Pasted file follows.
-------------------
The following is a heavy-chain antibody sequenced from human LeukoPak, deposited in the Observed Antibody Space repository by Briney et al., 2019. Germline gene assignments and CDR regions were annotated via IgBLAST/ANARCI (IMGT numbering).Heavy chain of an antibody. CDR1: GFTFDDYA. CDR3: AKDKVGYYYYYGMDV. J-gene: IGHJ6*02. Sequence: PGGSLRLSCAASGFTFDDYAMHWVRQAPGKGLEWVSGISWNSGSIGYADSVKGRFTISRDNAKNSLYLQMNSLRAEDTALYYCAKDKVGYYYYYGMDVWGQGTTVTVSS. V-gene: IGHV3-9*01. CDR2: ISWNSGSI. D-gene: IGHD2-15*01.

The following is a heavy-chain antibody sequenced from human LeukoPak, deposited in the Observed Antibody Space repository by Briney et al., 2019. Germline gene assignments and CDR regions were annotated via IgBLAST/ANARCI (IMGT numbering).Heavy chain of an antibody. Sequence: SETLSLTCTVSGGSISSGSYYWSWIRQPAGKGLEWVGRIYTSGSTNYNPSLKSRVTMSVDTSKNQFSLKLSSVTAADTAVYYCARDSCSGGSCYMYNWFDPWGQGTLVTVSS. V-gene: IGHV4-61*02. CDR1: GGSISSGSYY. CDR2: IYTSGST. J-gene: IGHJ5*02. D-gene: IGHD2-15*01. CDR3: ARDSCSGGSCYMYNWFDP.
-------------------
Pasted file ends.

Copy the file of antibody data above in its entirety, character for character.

The following is a heavy-chain antibody sequenced from human LeukoPak, deposited in the Observed Antibody Space repository by Briney et al., 2019. Germline gene assignments and CDR regions were annotated via IgBLAST/ANARCI (IMGT numbering).Heavy chain of an antibody. CDR1: GFTFDDYA. CDR3: AKDKVGYYYYYGMDV. J-gene: IGHJ6*02. Sequence: PGGSLRLSCAASGFTFDDYAMHWVRQAPGKGLEWVSGISWNSGSIGYADSVKGRFTISRDNAKNSLYLQMNSLRAEDTALYYCAKDKVGYYYYYGMDVWGQGTTVTVSS. V-gene: IGHV3-9*01. CDR2: ISWNSGSI. D-gene: IGHD2-15*01.

The following is a heavy-chain antibody sequenced from human LeukoPak, deposited in the Observed Antibody Space repository by Briney et al., 2019. Germline gene assignments and CDR regions were annotated via IgBLAST/ANARCI (IMGT numbering).Heavy chain of an antibody. Sequence: SETLSLTCTVSGGSISSGSYYWSWIRQPAGKGLEWVGRIYTSGSTNYNPSLKSRVTMSVDTSKNQFSLKLSSVTAADTAVYYCARDSCSGGSCYMYNWFDPWGQGTLVTVSS. V-gene: IGHV4-61*02. CDR1: GGSISSGSYY. CDR2: IYTSGST. J-gene: IGHJ5*02. D-gene: IGHD2-15*01. CDR3: ARDSCSGGSCYMYNWFDP.